Apple's fastest new MacBook Pro is slowed down by heat

I'm writing this on a 2015 MacBook Pro. It's an i5 with 8GB of RAM. It's adequate for most of what I do, but, as I've mentioned in the past, it's been kind of a lemon since I picked it up. It's out of Apple Care now, and that's a concern. I am not made of money. Sooner or later, I'll wind up buying a new laptop.

For the past year, I've been considering moving entirely over to Windows as Apple's been doing some weird stuff: keyboards that break down if you get dust in them, processors that are antiques even when the Macs they're in are brand new. Oh, and dongles, so many dongles.

When I saw that they were doing something about the keyboards baked into their MacBooks and have begun to spring hardware with the latest chip sets in them, I was hopeful: I've used Macs for close to two decades. I have so much cash sunk into software, I don't want to switch platforms if I can help it. Then I saw that the high end iterations of this year's MacBooks are being throttled--slowed down--because they can't handle the heat generated by their gloriously speedy internals.

Sigh.

From Apple Insider:

Technology-centric YouTuber Dave Lee claims the thermal design of Apple's latest 15-inch MacBook Pro does not provide sufficient cooling for Intel's Core i9 processor, causing the chip to throttle down performance to prevent serious damage.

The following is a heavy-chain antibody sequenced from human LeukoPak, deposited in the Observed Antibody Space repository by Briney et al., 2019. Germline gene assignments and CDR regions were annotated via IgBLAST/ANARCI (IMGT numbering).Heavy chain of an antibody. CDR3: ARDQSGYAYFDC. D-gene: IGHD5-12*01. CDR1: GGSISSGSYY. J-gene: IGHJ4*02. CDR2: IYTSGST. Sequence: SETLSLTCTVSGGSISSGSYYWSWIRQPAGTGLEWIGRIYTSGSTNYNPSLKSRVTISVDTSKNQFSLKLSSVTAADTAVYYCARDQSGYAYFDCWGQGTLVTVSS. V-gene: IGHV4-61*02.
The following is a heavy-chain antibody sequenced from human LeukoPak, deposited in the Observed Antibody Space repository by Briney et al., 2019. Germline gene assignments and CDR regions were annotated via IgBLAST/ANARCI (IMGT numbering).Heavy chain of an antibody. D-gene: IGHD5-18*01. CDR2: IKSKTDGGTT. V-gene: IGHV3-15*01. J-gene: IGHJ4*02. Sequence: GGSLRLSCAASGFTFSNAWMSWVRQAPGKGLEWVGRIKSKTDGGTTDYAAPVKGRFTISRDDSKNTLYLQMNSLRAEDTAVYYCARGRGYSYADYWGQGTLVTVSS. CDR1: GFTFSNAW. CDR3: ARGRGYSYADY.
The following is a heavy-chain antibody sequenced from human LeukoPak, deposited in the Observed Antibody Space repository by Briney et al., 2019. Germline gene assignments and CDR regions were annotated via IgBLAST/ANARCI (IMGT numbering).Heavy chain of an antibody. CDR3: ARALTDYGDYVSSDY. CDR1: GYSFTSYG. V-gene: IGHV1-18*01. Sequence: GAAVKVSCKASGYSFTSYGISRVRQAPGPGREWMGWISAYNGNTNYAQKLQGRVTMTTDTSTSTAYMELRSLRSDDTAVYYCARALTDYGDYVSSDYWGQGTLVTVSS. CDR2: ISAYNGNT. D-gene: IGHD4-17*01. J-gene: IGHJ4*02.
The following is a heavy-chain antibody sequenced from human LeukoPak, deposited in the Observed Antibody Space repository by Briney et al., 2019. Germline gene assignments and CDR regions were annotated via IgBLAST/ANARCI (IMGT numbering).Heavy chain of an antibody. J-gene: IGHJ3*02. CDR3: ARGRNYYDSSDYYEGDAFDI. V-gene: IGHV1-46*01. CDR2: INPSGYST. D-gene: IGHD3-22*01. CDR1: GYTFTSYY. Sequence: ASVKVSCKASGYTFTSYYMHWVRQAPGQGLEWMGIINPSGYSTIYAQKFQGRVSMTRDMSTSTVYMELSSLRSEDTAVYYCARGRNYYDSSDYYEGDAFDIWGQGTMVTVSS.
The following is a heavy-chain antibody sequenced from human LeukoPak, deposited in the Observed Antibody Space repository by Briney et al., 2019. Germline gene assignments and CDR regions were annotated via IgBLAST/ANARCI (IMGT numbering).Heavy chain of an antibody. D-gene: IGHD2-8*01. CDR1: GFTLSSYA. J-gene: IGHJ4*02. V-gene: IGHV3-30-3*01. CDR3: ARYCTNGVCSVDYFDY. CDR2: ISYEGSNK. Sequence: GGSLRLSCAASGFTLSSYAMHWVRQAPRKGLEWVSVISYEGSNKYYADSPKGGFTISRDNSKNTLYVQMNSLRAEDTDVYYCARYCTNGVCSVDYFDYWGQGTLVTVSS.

Intel's 2.9GHz six-core Core i9 processor with Turbo Boost speeds up to 4.8GHz is offered as a premium $300 option on Apple's 2018 15-inch MacBook Pro with Touch Bar, but according to Lee, the chip is unable to reach its full potential due to the laptop's design.

In a video posted to his YouTube channel on Tuesday, Lee shows the top-of-the-line MacBook Pro running Adobe Premiere Pro at surprisingly low clock speeds. Tests conducted put the average clock on load at around 2.2GHz, well below the advertised 2.9GHz.

Lee suggests MacBook's cooling solution, an Apple-designed heatsink and fan module, is insufficient for the beefy Intel silicon.

If you're interested in taking a peek at the video Lee posted, you'll find it here.

When I think of a laptop that can't maintain it's own base clock speed, the first thing that comes to mind is the $300 Acer netbook I picked up at Walmart back in 2008. You could make a sandwhich in the time it took for Windows to start on it. To think that this would be an issue on a computer that costs thousands of dollars--an investment that should take care of your computing needs for years, is beyond disappointing: It's a crime.

I keep rooting for Apple. I keep hoping that the company will get it's second (third?) wind and return to a time when their expensive, beautifully designed slabs just worked, right out of the box.

I'm beginning to sense that I may be waiting for a while.

Image via Wikipedia

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